The Northern Health Authority has joined the provincial government in filling the void left by the departure of the Greyhound bus service between Prince Rupert and Prince George.
Apart from the provincially-financed replacement twice-weekly service BC Bus North that started operating on June 4, Northern Health has expanded the eligibility of those who can ride its Northern Connections buses that travel between Prince Rupert and Prince George.
Now passengers with mobility challenges, passengers 60 years or older and passengers who have to travel to support immediate family members who are receiving health care treatment or services outside of their home community can use the service.
With both services running, it means there is long-haul passenger service either east or west along Hwy16 between Prince Rupert and Prince George every day of the week with the exception of Tuesday.
The new provincial bus service runs two days a week, leaving Prince George westbound on Thursdays and Saturdays at 8 a.m., arriving at the Town Pantry here at 11: 45 a.m. and departing again at 11:55 a.m. to finish its run in Prince Rupert at 7:50 p.m. with stops in between.
The bus leaves Prince Rupert Fridays and Sundays, also at 8 a.m., arriving in Burns Lake at 4 p.m. for a 4:10 p.m. departure to Prince George, arriving there at 7:50 p.m.
A one-way fare from Burns Lake to Prince George, for example, is $35 and it is $45 from Prince George to Prince Rupert.
Northern Connections buses run west from Prince George to Prince Rupert Mondays, Wednesdays and Fridays, leaving Prince George at 8 a.m. and arriving at the Town Pantry in Burns Lake at 11 a.m. before departing five minutes later.
From Prince Rupert, the Northern Connections bus leaves Mondays, Wednesdays, Thursdays and Saturdays at 8 a.m., arriving in Burns Lake at 3:50 p.m. for a departure onward to Prince George five minutes later.
While the new provincial bus fares are either $35 or $45 depending upon length of travel, the Northern Connections fares are cheaper — $10 for a one-way fare from Burns Lake to Prince George or $20 for a one-way fare from Prince George to Prince Rupert.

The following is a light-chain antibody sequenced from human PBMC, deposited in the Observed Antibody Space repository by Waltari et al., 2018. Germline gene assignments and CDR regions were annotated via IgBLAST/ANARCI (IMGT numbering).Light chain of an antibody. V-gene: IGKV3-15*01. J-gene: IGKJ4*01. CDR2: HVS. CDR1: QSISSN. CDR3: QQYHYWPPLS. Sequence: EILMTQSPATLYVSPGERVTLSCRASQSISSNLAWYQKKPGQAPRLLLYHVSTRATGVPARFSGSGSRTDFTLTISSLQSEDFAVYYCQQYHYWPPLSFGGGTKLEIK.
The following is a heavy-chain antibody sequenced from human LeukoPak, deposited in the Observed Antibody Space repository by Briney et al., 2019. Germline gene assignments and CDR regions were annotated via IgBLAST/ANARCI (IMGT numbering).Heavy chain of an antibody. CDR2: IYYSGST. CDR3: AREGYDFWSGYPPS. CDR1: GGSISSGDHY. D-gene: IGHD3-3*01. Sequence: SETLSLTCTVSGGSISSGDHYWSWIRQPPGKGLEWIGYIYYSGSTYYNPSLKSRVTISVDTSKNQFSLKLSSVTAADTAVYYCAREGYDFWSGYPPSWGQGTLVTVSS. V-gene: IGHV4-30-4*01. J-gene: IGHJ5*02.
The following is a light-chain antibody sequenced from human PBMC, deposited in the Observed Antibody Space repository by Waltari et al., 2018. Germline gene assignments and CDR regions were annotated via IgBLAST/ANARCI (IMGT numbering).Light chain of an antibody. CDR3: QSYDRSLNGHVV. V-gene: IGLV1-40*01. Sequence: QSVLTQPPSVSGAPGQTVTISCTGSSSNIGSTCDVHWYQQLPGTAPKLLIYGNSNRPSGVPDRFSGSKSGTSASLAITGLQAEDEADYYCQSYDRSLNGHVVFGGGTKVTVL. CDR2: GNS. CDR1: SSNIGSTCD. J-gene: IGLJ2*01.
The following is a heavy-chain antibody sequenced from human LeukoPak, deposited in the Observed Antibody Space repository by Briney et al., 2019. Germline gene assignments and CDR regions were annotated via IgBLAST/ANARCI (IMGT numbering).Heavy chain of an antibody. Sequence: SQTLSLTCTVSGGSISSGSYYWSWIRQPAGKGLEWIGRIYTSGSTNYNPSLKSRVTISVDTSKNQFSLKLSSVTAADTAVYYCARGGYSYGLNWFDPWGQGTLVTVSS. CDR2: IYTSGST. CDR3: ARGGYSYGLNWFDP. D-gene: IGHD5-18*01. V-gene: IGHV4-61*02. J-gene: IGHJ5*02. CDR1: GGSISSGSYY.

Steve Raper from the Northern Health Authority said expanding its Northern Connections eligibility made sense and had been in the planning for some time.
And while there was no direct connection to expanding eligibility at the same time as Greyhound was abandoning its service, it did factor into the move.
“We had a lot of conversations back and forth,” said Raper of talks with the planners of the new provincial service in noting the two bus services run for the most part on different days of the week.
“What we did was look at the social determinants for health,” said Raper. “We had the capacity and our goal is to serve the health and well-being of northerners.”
For people over the age of 60, access to transportation can become an issue that could affect their ability to live at home, Raper added.
It was much the same thought behind expanding eligibility to include anyone who has a physical challenge, limiting their ability at travel.
“Our buses do have lift capabilities,” said Raper.
And enabling people to travel to support immediate family members receiving health care in another community was also considered important in the overall scheme of things, he said.
“Having a support network for someone who is in a hospital, for instance, having family members visit, is crucial for health and well-being,” Raper noted.
Those wanting to travel via Northern Connections have to reserve 24 hours in advance and the service priority will remain for people travelling for medical appointments.
And that means there could be times when passengers meeting the new eligibility criteria can’t be accommodated.